Are bigger families happier families? 42



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If you’ve got children and grandchildren you will know that they bring a great deal of joy mixed with a lot of worry and some heartache. When the grandchildren are running round the house and garden it can feel really lively, busy and happy.

But how many kids bring the optimum level of happiness? Well, a five-year study by Perth’s Edith Cowan University has come up with the answer.

They discovered families with four or more children are the happiest and feel the most satisfied.

Bronwyn Harman, a lecturer in the School of Psychology and Social Science, asked parents from different family types about resilience, social support and self-esteem.

The parents who rated the highest satisfaction in all the categories were those with a family of four kids or more.

The great thing about a big family is you have a lot of back up emotionally and there’s a great deal of support available. Couple that with the fact that the kids are never bored because there’s always someone to play with and you can see how the equation works.

Researchers discovered that there are plenty of questions for parents of large families. They described being asked if they were Catholic; had a television; and if the children all shared the same father?

Of course there are draw backs. More kids equals bigger bills, less time and more pressure. There are the practicalities to deal with too. If you have a big family you need a bigger house and a larger car.  All of this could be outweighed by the joy, fun and love that children can’t help but bring with them. Plus there’s a never ending supply of hand-me-downs and you don’t need to invite anyone over to have a party!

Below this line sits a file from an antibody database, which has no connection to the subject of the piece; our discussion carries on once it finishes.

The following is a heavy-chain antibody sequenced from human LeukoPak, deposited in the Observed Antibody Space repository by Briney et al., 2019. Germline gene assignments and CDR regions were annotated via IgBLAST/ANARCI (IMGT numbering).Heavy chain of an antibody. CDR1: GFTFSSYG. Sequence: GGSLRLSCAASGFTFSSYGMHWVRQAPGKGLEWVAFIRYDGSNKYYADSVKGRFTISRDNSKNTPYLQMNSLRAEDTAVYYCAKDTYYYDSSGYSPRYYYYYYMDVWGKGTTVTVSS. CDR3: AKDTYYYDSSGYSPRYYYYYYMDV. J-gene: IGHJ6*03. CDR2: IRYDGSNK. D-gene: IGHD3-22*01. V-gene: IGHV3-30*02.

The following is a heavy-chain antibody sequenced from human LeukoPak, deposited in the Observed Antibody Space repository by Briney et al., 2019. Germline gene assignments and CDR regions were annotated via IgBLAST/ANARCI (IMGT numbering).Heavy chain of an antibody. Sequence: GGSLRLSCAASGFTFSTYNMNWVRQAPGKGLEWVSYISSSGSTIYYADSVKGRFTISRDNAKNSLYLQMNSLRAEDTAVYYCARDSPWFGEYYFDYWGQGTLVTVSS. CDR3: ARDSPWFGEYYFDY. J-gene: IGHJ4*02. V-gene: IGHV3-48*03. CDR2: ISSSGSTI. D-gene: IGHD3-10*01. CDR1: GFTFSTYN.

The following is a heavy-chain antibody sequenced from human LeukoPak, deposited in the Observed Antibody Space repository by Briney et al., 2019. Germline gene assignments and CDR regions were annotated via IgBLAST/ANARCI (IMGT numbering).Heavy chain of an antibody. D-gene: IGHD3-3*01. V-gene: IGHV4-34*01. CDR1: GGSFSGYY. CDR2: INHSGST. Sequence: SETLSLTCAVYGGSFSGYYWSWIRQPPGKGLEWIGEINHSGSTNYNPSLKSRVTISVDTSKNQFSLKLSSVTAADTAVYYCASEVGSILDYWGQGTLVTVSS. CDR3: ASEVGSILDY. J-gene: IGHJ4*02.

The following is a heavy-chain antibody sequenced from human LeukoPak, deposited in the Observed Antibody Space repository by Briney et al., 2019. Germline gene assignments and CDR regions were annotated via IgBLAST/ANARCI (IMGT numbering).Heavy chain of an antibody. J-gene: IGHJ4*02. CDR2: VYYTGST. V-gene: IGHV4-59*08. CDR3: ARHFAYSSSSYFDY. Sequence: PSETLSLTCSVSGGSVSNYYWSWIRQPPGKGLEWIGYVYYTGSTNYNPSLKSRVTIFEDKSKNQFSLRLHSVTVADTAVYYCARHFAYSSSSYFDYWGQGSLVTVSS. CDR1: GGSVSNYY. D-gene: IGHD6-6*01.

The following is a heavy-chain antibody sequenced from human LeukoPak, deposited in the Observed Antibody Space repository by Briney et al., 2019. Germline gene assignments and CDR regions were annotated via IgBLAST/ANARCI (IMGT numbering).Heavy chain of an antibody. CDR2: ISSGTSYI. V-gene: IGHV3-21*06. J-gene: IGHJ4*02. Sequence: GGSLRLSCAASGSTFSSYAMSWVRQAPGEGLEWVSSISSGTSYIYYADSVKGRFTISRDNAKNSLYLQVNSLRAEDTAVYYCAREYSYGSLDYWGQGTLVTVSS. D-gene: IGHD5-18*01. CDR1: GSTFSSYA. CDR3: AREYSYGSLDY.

In recent decades, many parents have opted for smaller families, does this research suggest they’re missing out on something?

How many kids were in your family when you were growing up, is four the perfect number? Were you an only child, would you have loved brothers and sisters to play with ? Share your story with us.


Starts at 60 Writers

The Starts at 60 writers team seek out interesting topics and write them especially for you.

  1. I’m one of 9 children, well, I used to be. Life would have been much better without a few of them. Major lesson learned , some people will always think they are more important and more entitled then the next. Thats Life Aye ?

  2. I am the eldest of 8, and still are it was a fantastic time, we did have fights with each other who. doesn’t, and now I have lots of good memories to look back on
    We didn’t have a lot of money so toys were out of the question, we made our own fun

  3. Any families’ happiness has to depend on the parents’ love and attention, and how their own relationship is. I have friends with nine children – all grown now – but the dynamics of caring and helping in their home when they were younger was the perfect example of a happy family. They all worked together on whatever their current task was and then enjoyed each other’s company when the chores were done.